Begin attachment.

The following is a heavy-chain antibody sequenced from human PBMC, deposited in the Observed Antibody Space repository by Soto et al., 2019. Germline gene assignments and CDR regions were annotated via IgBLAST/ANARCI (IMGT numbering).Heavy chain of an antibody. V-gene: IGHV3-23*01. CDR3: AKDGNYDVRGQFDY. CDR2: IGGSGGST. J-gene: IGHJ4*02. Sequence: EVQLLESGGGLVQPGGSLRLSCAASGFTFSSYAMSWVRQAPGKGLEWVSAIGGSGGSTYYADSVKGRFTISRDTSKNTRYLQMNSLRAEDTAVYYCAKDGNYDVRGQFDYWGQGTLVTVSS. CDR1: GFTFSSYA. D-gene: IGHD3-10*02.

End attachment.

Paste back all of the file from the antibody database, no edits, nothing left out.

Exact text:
The following is a heavy-chain antibody sequenced from human PBMC, deposited in the Observed Antibody Space repository by Soto et al., 2019. Germline gene assignments and CDR regions were annotated via IgBLAST/ANARCI (IMGT numbering).Heavy chain of an antibody. V-gene: IGHV3-23*01. CDR3: AKDGNYDVRGQFDY. CDR2: IGGSGGST. J-gene: IGHJ4*02. Sequence: EVQLLESGGGLVQPGGSLRLSCAASGFTFSSYAMSWVRQAPGKGLEWVSAIGGSGGSTYYADSVKGRFTISRDTSKNTRYLQMNSLRAEDTAVYYCAKDGNYDVRGQFDYWGQGTLVTVSS. CDR1: GFTFSSYA. D-gene: IGHD3-10*02.